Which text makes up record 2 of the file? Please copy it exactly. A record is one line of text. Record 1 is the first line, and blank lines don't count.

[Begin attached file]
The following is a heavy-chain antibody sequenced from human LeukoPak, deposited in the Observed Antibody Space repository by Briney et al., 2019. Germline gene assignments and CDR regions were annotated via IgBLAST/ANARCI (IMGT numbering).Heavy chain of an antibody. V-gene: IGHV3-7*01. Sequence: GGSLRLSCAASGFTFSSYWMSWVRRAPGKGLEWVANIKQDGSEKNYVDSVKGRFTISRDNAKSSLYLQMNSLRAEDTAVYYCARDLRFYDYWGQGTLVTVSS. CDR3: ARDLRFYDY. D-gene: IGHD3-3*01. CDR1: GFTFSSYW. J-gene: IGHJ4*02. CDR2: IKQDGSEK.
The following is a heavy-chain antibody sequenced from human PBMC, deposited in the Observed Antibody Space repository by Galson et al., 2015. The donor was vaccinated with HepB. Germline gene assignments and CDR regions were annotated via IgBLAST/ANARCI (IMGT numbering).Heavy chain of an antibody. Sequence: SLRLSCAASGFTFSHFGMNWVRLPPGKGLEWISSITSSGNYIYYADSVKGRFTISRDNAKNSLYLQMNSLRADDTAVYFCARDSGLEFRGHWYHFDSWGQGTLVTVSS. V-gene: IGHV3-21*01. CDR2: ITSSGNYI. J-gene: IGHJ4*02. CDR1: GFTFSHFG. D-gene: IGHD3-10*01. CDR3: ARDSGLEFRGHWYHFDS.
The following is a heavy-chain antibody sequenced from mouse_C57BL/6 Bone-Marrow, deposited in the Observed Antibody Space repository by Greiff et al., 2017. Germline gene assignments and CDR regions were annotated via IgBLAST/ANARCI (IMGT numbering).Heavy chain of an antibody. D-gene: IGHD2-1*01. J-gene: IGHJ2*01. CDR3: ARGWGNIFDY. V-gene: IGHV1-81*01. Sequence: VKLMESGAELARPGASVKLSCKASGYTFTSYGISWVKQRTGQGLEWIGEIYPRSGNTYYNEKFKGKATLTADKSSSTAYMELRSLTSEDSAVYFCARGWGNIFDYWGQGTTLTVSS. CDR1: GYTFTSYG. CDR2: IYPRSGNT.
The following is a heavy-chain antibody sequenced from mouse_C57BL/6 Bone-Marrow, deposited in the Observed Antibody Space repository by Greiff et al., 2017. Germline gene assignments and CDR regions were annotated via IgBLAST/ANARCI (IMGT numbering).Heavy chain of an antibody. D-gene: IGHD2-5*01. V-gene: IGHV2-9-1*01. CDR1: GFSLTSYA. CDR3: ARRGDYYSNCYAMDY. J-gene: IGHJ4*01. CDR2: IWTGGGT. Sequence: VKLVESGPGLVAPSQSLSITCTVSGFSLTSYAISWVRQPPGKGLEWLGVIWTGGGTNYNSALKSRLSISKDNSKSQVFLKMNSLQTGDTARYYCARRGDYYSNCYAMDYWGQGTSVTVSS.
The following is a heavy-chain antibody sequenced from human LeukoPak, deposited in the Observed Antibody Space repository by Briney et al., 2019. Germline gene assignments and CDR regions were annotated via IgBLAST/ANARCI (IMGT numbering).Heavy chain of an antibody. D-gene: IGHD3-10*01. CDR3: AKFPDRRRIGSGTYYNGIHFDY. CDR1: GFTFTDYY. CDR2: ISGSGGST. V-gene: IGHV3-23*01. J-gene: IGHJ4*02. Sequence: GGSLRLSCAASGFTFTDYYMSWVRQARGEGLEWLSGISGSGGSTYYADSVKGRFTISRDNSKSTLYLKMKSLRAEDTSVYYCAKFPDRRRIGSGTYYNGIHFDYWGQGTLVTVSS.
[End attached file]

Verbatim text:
The following is a heavy-chain antibody sequenced from human PBMC, deposited in the Observed Antibody Space repository by Galson et al., 2015. The donor was vaccinated with HepB. Germline gene assignments and CDR regions were annotated via IgBLAST/ANARCI (IMGT numbering).Heavy chain of an antibody. Sequence: SLRLSCAASGFTFSHFGMNWVRLPPGKGLEWISSITSSGNYIYYADSVKGRFTISRDNAKNSLYLQMNSLRADDTAVYFCARDSGLEFRGHWYHFDSWGQGTLVTVSS. V-gene: IGHV3-21*01. CDR2: ITSSGNYI. J-gene: IGHJ4*02. CDR1: GFTFSHFG. D-gene: IGHD3-10*01. CDR3: ARDSGLEFRGHWYHFDS.